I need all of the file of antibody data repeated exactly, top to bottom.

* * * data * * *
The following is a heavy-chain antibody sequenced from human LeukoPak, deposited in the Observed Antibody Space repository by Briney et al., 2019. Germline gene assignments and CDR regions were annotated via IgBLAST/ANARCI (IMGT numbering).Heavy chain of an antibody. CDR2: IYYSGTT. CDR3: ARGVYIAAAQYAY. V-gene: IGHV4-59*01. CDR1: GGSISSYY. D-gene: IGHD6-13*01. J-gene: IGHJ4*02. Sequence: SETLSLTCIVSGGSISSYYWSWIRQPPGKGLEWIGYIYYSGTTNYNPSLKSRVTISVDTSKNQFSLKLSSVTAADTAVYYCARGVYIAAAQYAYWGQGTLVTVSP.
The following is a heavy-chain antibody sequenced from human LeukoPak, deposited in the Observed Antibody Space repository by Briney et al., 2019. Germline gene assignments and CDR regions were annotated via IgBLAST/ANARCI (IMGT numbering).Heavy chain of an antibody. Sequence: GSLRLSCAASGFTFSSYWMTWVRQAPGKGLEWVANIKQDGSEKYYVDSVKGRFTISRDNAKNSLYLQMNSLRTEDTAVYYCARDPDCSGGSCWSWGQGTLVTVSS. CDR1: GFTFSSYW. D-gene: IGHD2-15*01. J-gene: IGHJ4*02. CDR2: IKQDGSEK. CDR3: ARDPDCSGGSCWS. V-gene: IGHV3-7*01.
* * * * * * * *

The following is a heavy-chain antibody sequenced from human LeukoPak, deposited in the Observed Antibody Space repository by Briney et al., 2019. Germline gene assignments and CDR regions were annotated via IgBLAST/ANARCI (IMGT numbering).Heavy chain of an antibody. CDR2: IYYSGTT. CDR3: ARGVYIAAAQYAY. V-gene: IGHV4-59*01. CDR1: GGSISSYY. D-gene: IGHD6-13*01. J-gene: IGHJ4*02. Sequence: SETLSLTCIVSGGSISSYYWSWIRQPPGKGLEWIGYIYYSGTTNYNPSLKSRVTISVDTSKNQFSLKLSSVTAADTAVYYCARGVYIAAAQYAYWGQGTLVTVSP.
The following is a heavy-chain antibody sequenced from human LeukoPak, deposited in the Observed Antibody Space repository by Briney et al., 2019. Germline gene assignments and CDR regions were annotated via IgBLAST/ANARCI (IMGT numbering).Heavy chain of an antibody. Sequence: GSLRLSCAASGFTFSSYWMTWVRQAPGKGLEWVANIKQDGSEKYYVDSVKGRFTISRDNAKNSLYLQMNSLRTEDTAVYYCARDPDCSGGSCWSWGQGTLVTVSS. CDR1: GFTFSSYW. D-gene: IGHD2-15*01. J-gene: IGHJ4*02. CDR2: IKQDGSEK. CDR3: ARDPDCSGGSCWS. V-gene: IGHV3-7*01.